Native Pollinators in Agricultural Ecosystems
Science Center Objects
Beginning in 2012, the USGS collaborated with the USDA to assess the effectiveness of pollinator plantings and how alteration of landscapes has affected native pollinators and potentially contributed to their decline. The 2008 Farm Bill recognized contributions made by pollinators and made conservation of pollinator habitat a priority. The USGS is assessing native bee habitat, diversity, and richness in eastern Colorado grasslands and croplands to evaluate the extent to which they provide food and refuge.
Unfortunately, as recognition of the significance and demand for pollination services is increasing, wild pollinator abundance and diversity continue to decline.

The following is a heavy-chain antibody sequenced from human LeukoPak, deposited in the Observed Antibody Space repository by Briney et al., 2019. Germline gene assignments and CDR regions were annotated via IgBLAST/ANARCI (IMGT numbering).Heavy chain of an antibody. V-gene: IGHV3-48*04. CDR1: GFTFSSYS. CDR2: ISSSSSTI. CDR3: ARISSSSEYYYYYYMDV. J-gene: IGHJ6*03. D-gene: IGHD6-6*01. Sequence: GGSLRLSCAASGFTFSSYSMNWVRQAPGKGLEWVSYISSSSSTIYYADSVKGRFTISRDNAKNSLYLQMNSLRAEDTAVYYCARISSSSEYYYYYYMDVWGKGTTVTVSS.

To date, this ongoing work has provided valuable information for this region, and has been a successful collaboration with partners and stakeholders such as the USDA Farm Service Agency, Natural Resources Conservation Service, and private landowners. Between 2012 and 2013, the project collected 29 new genera of native bees and 27 new species never before recorded in the area. These data are valuable as there is deficient information on the diversity of native bees in agricultural landscapes. This study will help to maximize the potential of pollinator habitat on private lands by means that are both economically and socially acceptable to farm operators and the USDA. Activities in 2015 will continue to focus on linking pollinator habitat and environmental factors to the welfare of native bee populations. Results from this study will be reported to the USDA and in a peer reviewed publication in 2016.